I’ll see if I can find and install a shallow octagon box instead.  It will be tricky to do so, because there are no studs to connect to, and not enough space to retrofit any into the wall.  As Sofia said, “nothing is ever easy, is it.”

Angular momentum bivector in cylindrical and spherical bases.

September 15, 2022 math and physics play , , , , , , ,

[Click here for a PDF version of this post]

Motivation

In a discord thread on the bivector group (a geometric algebra group chat), MoneyKills posts about trouble he has calculating the correct expression for the angular momentum bivector or it’s dual.

This blog post is a more long winded answer than my bivector response and includes this calculation using both cylindrical and spherical coordinates.

Cylindrical coordinates.

The position vector for any point on a plane can be expressed as
\begin{equation}\label{eqn:amomentum:20}
\Br = r \rcap,
\end{equation}
where \( \rcap = \rcap(\phi) \) encodes all the angular dependence of the position vector, and \( r \) is the length along that direction to our point, as illustrated in fig. 1.

fig. 1. Cylindrical coordinates position vector.

The radial unit vector has a compact GA representation
\begin{equation}\label{eqn:amomentum:40}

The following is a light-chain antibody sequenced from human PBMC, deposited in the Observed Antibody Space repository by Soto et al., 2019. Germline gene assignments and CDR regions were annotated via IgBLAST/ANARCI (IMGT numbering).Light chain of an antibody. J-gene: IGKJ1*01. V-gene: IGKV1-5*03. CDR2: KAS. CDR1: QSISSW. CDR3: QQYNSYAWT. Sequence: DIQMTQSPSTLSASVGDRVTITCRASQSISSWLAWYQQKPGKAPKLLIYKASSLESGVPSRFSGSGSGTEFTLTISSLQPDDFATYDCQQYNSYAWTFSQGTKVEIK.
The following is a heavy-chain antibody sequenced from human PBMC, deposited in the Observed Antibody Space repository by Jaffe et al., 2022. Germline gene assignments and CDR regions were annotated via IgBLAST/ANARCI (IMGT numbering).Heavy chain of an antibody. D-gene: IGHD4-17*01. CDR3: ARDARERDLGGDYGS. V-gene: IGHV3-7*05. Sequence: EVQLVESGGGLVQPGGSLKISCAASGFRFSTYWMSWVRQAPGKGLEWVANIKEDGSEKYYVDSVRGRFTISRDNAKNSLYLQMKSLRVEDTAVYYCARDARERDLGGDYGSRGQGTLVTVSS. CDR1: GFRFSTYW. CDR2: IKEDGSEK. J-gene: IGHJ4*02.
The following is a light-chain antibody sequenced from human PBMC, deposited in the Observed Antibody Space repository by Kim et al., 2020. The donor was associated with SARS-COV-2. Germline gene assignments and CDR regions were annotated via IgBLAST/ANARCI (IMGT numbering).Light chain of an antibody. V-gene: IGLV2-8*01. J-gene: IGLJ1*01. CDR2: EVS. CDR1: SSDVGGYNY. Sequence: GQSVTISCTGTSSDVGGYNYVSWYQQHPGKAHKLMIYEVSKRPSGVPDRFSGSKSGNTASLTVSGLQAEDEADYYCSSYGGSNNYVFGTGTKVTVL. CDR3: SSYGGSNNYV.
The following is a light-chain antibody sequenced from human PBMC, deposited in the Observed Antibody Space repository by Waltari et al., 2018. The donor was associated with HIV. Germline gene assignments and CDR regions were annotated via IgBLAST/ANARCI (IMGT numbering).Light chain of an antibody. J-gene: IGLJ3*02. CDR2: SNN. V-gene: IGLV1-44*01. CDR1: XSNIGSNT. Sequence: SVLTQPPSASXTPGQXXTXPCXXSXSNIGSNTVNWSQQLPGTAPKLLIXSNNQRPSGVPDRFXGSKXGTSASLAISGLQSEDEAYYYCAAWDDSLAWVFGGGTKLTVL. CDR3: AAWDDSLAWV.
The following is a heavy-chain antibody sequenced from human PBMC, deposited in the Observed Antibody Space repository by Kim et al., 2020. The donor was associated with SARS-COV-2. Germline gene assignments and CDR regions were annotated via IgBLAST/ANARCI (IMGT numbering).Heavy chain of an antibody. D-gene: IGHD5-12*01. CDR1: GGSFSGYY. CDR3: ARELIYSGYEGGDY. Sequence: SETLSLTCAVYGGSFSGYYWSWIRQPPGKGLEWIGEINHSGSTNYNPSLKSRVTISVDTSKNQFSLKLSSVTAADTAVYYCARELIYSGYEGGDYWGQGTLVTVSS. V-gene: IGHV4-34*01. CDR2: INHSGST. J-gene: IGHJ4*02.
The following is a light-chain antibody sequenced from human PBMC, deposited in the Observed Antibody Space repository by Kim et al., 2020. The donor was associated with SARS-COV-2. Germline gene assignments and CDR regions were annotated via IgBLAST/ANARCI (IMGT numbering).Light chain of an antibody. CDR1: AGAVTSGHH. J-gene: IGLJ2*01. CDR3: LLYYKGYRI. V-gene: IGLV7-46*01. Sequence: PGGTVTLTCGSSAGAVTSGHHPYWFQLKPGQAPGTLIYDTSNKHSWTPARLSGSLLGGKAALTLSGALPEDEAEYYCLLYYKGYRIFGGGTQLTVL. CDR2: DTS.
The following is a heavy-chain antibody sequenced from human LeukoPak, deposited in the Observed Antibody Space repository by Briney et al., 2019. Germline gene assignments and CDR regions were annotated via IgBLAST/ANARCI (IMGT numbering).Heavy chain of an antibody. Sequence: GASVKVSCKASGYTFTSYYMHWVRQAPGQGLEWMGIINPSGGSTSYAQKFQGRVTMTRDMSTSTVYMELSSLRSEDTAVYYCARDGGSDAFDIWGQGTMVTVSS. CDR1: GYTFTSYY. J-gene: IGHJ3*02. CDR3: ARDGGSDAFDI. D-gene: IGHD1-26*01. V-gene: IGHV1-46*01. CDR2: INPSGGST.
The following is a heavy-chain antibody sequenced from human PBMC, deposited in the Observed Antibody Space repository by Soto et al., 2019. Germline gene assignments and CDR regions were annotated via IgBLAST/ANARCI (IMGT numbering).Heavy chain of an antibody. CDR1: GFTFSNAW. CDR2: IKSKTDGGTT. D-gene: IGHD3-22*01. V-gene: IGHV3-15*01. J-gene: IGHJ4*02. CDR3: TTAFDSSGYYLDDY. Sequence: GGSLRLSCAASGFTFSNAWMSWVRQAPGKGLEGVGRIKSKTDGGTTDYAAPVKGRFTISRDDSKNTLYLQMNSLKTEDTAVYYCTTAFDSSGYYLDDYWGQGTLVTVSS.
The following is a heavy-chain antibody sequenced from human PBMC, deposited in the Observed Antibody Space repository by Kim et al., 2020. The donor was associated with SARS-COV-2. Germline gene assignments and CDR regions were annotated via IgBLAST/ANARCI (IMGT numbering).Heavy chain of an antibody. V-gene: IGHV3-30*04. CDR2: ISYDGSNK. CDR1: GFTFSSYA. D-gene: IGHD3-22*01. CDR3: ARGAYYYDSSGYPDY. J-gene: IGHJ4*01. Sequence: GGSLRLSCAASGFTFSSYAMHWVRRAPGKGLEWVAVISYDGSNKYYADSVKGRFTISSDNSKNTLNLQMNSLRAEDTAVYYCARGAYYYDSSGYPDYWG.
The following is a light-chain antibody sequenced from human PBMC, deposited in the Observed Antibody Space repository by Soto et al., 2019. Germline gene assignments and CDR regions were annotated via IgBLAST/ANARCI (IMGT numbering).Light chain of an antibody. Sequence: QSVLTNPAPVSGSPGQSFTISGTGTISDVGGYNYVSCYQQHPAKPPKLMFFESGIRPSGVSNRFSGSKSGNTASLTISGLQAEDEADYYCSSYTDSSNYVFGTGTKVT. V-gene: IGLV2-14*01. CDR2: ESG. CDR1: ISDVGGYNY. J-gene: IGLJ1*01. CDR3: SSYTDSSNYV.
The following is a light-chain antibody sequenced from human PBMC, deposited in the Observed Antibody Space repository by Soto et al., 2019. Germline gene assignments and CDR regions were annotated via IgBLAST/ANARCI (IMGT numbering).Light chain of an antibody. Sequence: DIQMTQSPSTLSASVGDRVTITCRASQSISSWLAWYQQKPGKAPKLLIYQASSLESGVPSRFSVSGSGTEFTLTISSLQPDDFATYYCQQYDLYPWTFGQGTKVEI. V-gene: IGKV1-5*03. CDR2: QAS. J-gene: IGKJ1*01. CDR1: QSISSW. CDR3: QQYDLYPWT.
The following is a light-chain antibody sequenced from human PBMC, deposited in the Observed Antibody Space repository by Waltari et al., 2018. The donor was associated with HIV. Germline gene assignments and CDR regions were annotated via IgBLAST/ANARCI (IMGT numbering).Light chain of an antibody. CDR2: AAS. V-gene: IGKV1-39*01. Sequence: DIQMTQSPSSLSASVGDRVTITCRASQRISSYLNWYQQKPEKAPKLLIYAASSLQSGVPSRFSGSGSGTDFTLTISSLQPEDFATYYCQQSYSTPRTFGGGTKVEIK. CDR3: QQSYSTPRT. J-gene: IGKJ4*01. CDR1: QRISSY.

\rcap = \Be_1 e^{i\phi},
\end{equation}
where \( i = \Be_1 \Be_2 \).

The velocity (or momentum) will have both \( \rcap \) and \( \phicap \) dependence. By chain rule, that velocity is
\begin{equation}\label{eqn:amomentum:60}
\Bv = \dot{r} \rcap + r \dot{\rcap},
\end{equation}
where
\begin{equation}\label{eqn:amomentum:80}
\begin{aligned}
\dot{\rcap}
&= \Be_1 i e^{i\phi} \dot{\phi} \\
&= \Be_2 e^{i\phi} \dot{\phi} \\
&= \phicap \dot{\phi}.
\end{aligned}
\end{equation}
It is left to the reader to show that the vector designated \( \phicap \), is a unit vector and perpendicular to \( \rcap \) (Hint: compute the grade-0 selection of the product of the two to show that they are perpendicular.)

We can now compute the momentum, which is
\begin{equation}\label{eqn:amomentum:100}
\Bp = m \Bv = m \lr{ \dot{r} \rcap + r \dot{\phi} \phicap },
\end{equation}
and the angular momentum bivector
\begin{equation}\label{eqn:amomentum:120}
\begin{aligned}
L
&= \Br \wedge \Bp \\
&= m \lr{ r \rcap } \wedge \lr{ \dot{r} \rcap + r \dot{\phi} \phicap } \\